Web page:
Here is an interesting quote from a previous interview we did with Shay Carl:

I leave our faith out of it a lot just because sometimes I just don’t want to deal with it in the comments. The official name of our church is The Church of Jesus Christ of Latter Day Saints. The nickname of our church is Mormons. We’re Mormons. I kind of don’t talk about it a lot. I could talk about it a lot more. Honestly, a lot of the answers to the questions that people ask me, “Why are you so happy,” and stuff, is because of our faith and what we believe. It’s not crazy. I know there’s a lot of stereotypes of Mormons and stuff like that. We believe that our family is sealed forever. That’s kind of the basis of our belief. Me and my wife believe that we are married for not only until death do us part but we believe because of our faith that we are sealed for time and eternity. We believe that we live after this life, and we believe that we will remain in this relationship after we die and that our children are sealed with us and that we’re an eternal family and that we’ll always be together. That basis and that feeling of that we’re just this little unit of people who are family. We’re brothers and sisters but still at the same time it’s cool to be able to figure out life together in a sense that we’re teaching our kids. We’re religious and we’re Mormons, and I don’t talk about it a lot because of the comments and people are freaking out in these giants fights in the comments break out. Sometimes it’s not worth it. I did a funny video the other day where I was at church, and I was filming myself in front of the church with the sign of the church behind me saying, “You guys always ask me which church we go to, and I just really don’t want to talk about it. I want to keep that private,” but the sign is really big and then of course in the comments they’re like, “The sign was behind you!” and people are fighting and people take it too serious sometimes. Anyway, yeah, we’re Mormons. I don’t hide it, but I don’t come out and shove it down people’s throat.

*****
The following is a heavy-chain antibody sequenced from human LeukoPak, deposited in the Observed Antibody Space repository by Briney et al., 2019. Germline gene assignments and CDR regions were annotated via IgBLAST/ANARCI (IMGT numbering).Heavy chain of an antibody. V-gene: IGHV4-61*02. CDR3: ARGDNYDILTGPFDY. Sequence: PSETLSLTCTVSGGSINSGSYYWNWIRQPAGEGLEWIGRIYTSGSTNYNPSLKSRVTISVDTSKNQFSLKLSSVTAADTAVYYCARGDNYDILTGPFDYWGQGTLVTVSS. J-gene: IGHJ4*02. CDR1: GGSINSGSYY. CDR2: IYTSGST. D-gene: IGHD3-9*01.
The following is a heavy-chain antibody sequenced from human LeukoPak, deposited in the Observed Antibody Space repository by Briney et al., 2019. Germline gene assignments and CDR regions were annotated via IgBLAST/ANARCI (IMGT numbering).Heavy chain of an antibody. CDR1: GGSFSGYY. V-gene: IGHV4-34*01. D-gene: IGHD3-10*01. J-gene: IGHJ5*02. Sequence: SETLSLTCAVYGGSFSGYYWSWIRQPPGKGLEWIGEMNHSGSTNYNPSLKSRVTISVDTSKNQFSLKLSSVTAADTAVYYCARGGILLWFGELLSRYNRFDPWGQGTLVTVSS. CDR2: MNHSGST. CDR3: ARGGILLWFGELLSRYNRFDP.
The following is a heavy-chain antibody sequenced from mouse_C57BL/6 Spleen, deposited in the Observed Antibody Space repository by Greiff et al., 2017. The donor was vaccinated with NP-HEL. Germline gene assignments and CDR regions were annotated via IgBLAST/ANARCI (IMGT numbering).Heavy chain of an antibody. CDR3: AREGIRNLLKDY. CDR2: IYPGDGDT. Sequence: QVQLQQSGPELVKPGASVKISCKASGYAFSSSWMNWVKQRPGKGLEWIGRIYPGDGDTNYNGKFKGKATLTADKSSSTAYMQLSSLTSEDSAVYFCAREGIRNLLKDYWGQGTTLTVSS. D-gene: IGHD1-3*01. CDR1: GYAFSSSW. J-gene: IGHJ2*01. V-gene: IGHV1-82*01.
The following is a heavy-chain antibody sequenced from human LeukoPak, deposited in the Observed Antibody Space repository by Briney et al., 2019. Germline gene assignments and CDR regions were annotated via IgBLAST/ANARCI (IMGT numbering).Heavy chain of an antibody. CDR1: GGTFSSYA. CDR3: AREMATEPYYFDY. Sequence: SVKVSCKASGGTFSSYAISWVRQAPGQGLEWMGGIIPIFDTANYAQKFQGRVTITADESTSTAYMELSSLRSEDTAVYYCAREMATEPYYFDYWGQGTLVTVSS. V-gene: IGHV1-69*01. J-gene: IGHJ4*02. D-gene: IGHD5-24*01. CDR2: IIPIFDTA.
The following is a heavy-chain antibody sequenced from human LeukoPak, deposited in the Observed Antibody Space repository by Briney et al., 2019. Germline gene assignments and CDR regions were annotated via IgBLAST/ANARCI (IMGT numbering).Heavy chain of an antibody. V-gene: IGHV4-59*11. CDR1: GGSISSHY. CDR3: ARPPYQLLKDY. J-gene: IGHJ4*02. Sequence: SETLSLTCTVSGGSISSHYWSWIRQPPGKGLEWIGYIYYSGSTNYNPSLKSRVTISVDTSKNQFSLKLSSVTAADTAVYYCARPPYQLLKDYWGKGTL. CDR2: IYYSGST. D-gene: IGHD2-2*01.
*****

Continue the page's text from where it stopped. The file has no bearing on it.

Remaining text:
Of course, at the end of the day, everyone has their own channel to manage and they can put whatever they want on it. YouTube is by no means an exact science — if a creator thinks they can get advertising verticals by starting a suicide cult, more power to them. And knowing us, we’ll probably cover them with a “5 Best YouTube Suicide Cult Channels You Should Be Joining” type article.

Hmm, maybe we could benefit from going to that Shaytards thing after all?

Please share this article so we can have an informed, mature and comprehensive discussion on the topic.

Here are some other controversial YouTube issues:

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‘YouTube Doesn’t Care About Death Threats’ Says YouTuber ThioJoe

Is This Sexual Assault? Remi Gaillard Takes Heat over Controversial ‘Free Sex’ Video